Steyn: Is goverment too incompetent to threaten our liberties?
Another great column by Mark Steynin NRO, with typical humor mixed in with a deadly serious point:
I enjoy as much as the next chap all those Hollywood conspiracy thrillers about the all-powerful security state -- you know the kind of thing, where the guy's on the lam and he stops at a diner at a windswept one-stoplight hick burg in the middle of nowhere and decides to take the risk of making one 15-second call from the payphone, and as he dials the last digit there's a click in a basement in Langley, and even as he's saying hello the black helicopters are already descending on him. It's heartening to know that, if I ever get taken out at a payphone, it will be because some slapdash timeserving pen-pusher mistyped the code for Malaysia (60) as that of New Hampshire (603).
The Egypt/Washington industrial-scale wrong number is almost too perfectly poignant a vignette at the end of a week in which hundreds are dead on the streets of Cairo. On the global scene, America has imploded: Its leaders have no grasp of its national interests, never mind any sense of how to achieve them. The assumption that we are in the early stages of "the post-American world" is now shared by everyone from General Sisi to Vladimir Putin. General Sisi, I should add, is Egypt's new strongman, not Putin's characterization of Obama. Meanwhile, in contrast to its accelerating irrelevance overseas, at home Washington's big bloated blundering bureaucratic security state expands daily. It's easier to crack down on 47 Elm Street than Benghazi.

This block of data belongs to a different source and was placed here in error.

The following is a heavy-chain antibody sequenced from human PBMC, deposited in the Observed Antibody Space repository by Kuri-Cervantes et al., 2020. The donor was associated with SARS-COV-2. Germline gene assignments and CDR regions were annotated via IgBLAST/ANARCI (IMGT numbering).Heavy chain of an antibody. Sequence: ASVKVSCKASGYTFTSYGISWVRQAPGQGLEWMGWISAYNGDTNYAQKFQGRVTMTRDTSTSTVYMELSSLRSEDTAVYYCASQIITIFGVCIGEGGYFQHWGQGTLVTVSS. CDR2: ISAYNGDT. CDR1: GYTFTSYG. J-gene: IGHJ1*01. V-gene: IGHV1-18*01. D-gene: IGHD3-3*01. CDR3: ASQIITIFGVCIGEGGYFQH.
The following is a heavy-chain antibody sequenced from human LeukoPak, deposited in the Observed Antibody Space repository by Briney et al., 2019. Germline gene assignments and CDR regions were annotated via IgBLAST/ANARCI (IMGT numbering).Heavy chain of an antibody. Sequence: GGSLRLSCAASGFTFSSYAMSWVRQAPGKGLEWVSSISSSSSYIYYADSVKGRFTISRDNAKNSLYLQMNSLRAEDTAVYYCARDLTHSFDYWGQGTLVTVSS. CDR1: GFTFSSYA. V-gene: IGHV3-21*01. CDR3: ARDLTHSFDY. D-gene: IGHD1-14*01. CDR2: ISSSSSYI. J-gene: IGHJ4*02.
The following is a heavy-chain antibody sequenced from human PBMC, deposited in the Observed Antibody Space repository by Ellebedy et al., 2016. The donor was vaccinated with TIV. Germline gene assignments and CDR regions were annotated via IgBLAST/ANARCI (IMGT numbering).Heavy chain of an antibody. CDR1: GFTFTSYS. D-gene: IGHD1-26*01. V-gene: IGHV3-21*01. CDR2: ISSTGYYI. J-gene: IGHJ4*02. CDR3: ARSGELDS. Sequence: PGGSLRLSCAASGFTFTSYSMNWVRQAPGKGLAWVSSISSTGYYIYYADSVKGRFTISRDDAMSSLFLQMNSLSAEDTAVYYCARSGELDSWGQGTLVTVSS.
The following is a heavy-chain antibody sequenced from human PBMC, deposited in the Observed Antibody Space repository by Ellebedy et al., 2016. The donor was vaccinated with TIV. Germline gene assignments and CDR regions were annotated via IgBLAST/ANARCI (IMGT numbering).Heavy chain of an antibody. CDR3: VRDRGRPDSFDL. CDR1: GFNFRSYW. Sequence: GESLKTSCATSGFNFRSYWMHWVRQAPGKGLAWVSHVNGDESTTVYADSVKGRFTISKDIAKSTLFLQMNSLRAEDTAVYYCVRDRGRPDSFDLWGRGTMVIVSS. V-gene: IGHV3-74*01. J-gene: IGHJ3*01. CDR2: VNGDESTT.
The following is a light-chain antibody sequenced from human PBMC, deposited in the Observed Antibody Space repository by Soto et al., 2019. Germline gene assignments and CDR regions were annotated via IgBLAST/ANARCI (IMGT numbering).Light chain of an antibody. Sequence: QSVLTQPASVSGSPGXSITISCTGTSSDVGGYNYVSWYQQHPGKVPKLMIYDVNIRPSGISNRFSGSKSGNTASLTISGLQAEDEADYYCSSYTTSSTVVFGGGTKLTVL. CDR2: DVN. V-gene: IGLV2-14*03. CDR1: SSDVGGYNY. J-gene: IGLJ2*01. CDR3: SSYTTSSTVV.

Perhaps this is unavoidable. A couple of months back, I quoted Tocqueville's prescient words from almost two centuries ago: Although absolute monarchy theoretically "clothed kings with a power almost without limits," in practice "the details of social life and of individual existence ordinarily escaped his control." In other words, the king couldn't do it even if he wanted to. What would happen, Tocqueville wondered, if administrative capability were to evolve to bring "the details of social life and of individual existence" within His Majesty's oversight? That world is now upon us. Today, the king concedes he most certainly can do it, but assures us not to worry, he doesn't really want to.
In essence, a blundering government is even more dangerous than an efficient one. As Steyn notes:
Privacy is dying in all technologically advanced nations, and it may simply be a glum fact of contemporary existence that the right to live an unmonitored life is now obsolete unless one wishes to relocate to upcountry villages in Somalia or Waziristan. Nevertheless, even by the standards of other Western nations, America's loss of privacy is deeply disturbing. Its bureaucracy is bigger and better funded, and its response to revelations of its abuse of power is to make it bigger and better funded and more bureaucratic still. For example, after multiple significant violations of the law in 2009, the NSA's "oversight staff" was quadrupled. Quadrupled! Just like that! And what was the result of putting four times as many salaried, benefited, pensionable, fully credentialed government-licensed "overseers" in place? The rate of NSA violations increased dramatically through 2011.
Read the whole thing.